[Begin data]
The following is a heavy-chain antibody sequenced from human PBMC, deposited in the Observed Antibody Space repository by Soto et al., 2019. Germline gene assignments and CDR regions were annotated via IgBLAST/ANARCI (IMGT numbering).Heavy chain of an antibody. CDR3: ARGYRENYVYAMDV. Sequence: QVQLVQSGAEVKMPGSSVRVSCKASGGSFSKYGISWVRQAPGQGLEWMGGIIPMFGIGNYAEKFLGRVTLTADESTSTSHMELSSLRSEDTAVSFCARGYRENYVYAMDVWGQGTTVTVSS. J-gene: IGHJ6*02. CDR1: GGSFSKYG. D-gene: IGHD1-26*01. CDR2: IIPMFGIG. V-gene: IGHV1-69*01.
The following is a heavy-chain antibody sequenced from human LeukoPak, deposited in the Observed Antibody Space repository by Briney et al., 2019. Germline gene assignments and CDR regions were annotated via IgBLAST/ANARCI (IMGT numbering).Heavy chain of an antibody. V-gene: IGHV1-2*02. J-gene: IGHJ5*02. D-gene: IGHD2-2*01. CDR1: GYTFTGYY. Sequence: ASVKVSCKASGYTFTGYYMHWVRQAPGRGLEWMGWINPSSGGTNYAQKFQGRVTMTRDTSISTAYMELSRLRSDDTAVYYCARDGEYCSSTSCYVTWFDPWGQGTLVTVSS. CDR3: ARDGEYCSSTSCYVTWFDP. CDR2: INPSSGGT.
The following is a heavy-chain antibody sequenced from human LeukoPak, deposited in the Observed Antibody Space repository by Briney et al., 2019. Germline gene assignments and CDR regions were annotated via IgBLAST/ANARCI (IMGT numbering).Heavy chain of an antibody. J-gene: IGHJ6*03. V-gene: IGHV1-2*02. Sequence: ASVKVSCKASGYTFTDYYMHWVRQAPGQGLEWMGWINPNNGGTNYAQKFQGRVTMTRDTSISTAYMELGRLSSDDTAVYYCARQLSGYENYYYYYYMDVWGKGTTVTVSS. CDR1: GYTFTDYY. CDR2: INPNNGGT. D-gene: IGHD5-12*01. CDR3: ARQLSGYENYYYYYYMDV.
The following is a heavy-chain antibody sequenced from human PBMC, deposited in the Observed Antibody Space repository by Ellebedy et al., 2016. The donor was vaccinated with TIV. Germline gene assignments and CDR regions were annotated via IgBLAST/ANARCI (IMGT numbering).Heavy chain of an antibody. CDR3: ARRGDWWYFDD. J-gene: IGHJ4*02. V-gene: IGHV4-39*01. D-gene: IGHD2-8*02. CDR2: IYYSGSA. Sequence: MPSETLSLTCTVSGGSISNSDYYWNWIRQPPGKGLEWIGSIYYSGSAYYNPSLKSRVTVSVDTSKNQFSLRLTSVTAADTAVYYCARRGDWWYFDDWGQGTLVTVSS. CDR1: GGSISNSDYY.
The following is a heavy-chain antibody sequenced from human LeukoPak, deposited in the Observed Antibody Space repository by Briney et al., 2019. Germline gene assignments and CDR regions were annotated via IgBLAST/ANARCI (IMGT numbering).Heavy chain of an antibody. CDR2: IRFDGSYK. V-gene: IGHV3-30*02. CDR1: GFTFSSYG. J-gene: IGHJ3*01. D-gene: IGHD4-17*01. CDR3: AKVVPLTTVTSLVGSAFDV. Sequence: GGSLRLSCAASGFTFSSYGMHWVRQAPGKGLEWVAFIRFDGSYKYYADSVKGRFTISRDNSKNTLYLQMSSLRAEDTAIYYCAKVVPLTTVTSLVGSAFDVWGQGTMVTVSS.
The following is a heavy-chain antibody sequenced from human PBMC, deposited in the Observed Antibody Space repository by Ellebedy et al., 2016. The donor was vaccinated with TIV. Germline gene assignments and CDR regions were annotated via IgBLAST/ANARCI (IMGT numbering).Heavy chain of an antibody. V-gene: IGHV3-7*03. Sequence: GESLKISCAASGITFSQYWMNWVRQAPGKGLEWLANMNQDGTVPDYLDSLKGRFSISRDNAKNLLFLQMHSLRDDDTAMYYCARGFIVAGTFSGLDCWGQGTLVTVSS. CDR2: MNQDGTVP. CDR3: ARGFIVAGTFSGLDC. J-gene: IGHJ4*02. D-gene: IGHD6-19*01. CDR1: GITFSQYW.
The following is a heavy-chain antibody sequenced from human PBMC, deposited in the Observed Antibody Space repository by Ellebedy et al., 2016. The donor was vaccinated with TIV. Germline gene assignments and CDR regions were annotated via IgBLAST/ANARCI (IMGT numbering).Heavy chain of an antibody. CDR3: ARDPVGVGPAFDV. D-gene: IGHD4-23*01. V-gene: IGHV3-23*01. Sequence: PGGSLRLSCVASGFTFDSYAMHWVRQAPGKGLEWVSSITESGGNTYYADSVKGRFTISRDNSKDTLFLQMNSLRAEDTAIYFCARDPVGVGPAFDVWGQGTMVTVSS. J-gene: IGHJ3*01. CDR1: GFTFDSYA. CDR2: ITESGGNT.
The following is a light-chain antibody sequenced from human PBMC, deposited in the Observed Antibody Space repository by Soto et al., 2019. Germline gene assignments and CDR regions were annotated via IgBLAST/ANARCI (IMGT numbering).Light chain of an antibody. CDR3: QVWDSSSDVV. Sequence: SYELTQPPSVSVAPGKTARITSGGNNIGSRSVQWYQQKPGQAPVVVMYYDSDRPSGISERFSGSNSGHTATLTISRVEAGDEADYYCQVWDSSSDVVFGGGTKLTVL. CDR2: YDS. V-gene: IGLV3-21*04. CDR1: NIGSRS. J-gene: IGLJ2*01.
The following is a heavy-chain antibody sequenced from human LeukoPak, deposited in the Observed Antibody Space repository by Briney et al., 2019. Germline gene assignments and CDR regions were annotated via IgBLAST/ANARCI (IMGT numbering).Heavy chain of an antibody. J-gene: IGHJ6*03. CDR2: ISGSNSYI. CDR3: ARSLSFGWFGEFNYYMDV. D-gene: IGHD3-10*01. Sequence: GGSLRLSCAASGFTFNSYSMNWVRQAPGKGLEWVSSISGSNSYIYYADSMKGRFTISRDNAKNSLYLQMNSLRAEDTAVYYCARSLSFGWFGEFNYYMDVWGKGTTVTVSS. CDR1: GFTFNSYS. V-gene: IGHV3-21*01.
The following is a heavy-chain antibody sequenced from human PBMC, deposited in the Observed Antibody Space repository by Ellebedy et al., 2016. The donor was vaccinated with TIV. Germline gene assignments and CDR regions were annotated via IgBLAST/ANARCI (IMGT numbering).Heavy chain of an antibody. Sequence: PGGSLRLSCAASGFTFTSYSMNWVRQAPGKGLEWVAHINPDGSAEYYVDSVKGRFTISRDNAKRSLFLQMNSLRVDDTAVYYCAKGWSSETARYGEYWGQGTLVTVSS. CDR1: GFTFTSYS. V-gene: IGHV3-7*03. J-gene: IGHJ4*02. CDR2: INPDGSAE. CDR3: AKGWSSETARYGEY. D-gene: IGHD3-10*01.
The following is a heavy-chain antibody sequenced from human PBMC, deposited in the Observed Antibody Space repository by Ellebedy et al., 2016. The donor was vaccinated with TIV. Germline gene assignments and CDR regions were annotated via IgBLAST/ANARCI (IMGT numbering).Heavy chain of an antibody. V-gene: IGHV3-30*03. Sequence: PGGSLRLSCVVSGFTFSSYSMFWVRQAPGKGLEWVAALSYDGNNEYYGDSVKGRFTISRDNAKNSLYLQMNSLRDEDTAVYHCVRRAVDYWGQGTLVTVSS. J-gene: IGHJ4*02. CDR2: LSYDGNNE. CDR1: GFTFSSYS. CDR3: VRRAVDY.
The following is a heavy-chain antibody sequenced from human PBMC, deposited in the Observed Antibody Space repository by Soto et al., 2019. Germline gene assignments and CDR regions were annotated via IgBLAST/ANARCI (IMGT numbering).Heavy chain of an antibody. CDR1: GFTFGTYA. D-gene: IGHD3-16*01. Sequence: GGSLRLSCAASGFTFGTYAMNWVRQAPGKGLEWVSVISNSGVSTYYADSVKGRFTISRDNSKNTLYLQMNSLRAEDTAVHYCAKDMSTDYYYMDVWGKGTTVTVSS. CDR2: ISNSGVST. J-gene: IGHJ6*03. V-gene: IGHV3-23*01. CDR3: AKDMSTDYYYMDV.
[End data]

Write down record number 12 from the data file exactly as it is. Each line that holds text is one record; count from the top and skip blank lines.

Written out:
The following is a heavy-chain antibody sequenced from human PBMC, deposited in the Observed Antibody Space repository by Soto et al., 2019. Germline gene assignments and CDR regions were annotated via IgBLAST/ANARCI (IMGT numbering).Heavy chain of an antibody. CDR1: GFTFGTYA. D-gene: IGHD3-16*01. Sequence: GGSLRLSCAASGFTFGTYAMNWVRQAPGKGLEWVSVISNSGVSTYYADSVKGRFTISRDNSKNTLYLQMNSLRAEDTAVHYCAKDMSTDYYYMDVWGKGTTVTVSS. CDR2: ISNSGVST. J-gene: IGHJ6*03. V-gene: IGHV3-23*01. CDR3: AKDMSTDYYYMDV.